The climbing started right away and it was exposed rocky dirt roads without any shade. I did a lot of pushing and stopping. Finally the route turned off the road and became single track. The riding was good but I was getting tired.

The sun started to set as the climb got steeper. The trail wasn’t very wide and it was quite rocky so I my generator hub wasn’t producing any light. I was worried I was going to crash or roll an ankle. I rode as long as I could without using my head lamp but finally got it out.

Upon pulling out my head lamp and it wouldn’t turn on! I tired in vain but I couldn’t figure it out. I tried a bunch of different things but finally gave up. It was one of those lamps with a lock feature. I stumbled my way up the steepest pitches of Mignus by starlight. My pace was so incredibly slow. I cursed myself for such a rookie mistake.

Finally we made it to the top and back to dirt roads. We pushed on a few miles, and as the trail began to descended I decided I had put in enough miles for the first day.

I found Phillip and I a great spot off to the side of a small clearing next to the road. We were concealed enough not to be disturbed by the ORV’s and other campers. Since I didn’t have a working head lamp I would repeatedly spin Phillip’s front wheel to make light so I could see and do my camp chores.

Day 2

May 20th

6:30 am to 10:15 pm

82.9 miles – 127.9 total miles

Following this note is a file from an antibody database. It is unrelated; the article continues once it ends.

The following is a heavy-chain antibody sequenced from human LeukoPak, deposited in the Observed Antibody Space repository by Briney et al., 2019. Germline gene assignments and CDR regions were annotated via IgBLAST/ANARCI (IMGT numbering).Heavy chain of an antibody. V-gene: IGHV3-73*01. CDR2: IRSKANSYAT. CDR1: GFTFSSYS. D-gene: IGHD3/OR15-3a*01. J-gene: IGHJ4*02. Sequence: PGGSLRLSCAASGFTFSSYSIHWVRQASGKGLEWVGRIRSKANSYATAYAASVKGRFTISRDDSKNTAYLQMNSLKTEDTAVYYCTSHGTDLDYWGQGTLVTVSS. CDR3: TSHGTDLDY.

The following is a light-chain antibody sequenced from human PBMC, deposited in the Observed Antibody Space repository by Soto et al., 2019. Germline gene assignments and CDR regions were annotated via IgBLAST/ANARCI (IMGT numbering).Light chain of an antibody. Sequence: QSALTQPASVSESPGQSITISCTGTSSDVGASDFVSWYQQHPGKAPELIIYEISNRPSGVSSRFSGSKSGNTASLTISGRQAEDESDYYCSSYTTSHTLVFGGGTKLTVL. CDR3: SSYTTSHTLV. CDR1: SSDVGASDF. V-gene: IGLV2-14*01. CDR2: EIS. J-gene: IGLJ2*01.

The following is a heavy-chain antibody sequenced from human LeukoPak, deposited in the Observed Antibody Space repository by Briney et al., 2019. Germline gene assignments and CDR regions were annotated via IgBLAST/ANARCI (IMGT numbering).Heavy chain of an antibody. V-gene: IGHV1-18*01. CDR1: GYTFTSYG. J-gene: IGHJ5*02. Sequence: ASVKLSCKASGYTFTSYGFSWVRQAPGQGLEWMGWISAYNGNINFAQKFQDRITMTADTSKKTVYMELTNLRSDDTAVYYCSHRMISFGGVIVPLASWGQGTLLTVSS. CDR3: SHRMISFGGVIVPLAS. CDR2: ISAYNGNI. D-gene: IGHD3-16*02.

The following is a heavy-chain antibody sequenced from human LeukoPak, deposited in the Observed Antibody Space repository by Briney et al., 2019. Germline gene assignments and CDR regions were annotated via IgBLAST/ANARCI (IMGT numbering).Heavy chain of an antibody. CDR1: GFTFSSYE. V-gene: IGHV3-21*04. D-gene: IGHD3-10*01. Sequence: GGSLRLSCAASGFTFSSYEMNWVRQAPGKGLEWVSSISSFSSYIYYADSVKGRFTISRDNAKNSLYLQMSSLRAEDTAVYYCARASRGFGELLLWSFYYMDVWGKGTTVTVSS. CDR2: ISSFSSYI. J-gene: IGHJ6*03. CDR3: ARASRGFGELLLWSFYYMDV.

Mingus Mtn. to Walnut Canyon

Despite some loud campers and passing ORVs in the night I slept pretty well. It was a bit chilly but I stayed warm in my quilt and emergency bivy. When I woke up some teenagers walked by but didn’t see me, when I started to leave I spooked the hell out of them.

It was a good thing we stopped when we did. The descent was long and quite fast at times. On the lower slopes of the mountain we turned onto a single track and it would have been quite challenging in the dark. We popped out of the woods at Hwy. 89A, crossed the road, then had to lift Phillip over a locked gate to continue.

The next section followed a set of power lines. This meant no shade, lots of exposure, and bad tread. It was still early in the day but the sun was already making things hot. We left the power lines to follow a serpentine route along Forest Service Road 318a. During this section I was really feeling yesterdays effort.

We turned left onto Forest Service Road 318 which followed a spine almost all the way to the Verde River. The only thing I saw out there were a few ORVs who kicked up tons of dust. Phillip and I reached the Verde River around lunch time and the heat was unbelievable. I was already dehydrate when I got there. I filled up my water supply and had a snack before moving on.

After leaving the river there was over 20 miles of climbing and over 3000′ of elevation gain. This is the point where I really started to struggle with the heat. My pace slowed to a crawl and I plodded along. Finally, I found some shade under some juniper trees and stopped to take a nap. I had to move cow pies and few rocks but I was able to carve out a little oasis for myself.

The nap and snack I had helped a lot but I was really dehydrated and the miles going into Williams were tough. Not long after my nap the landscape began to change with the elevation gain and trees began to offer some shade.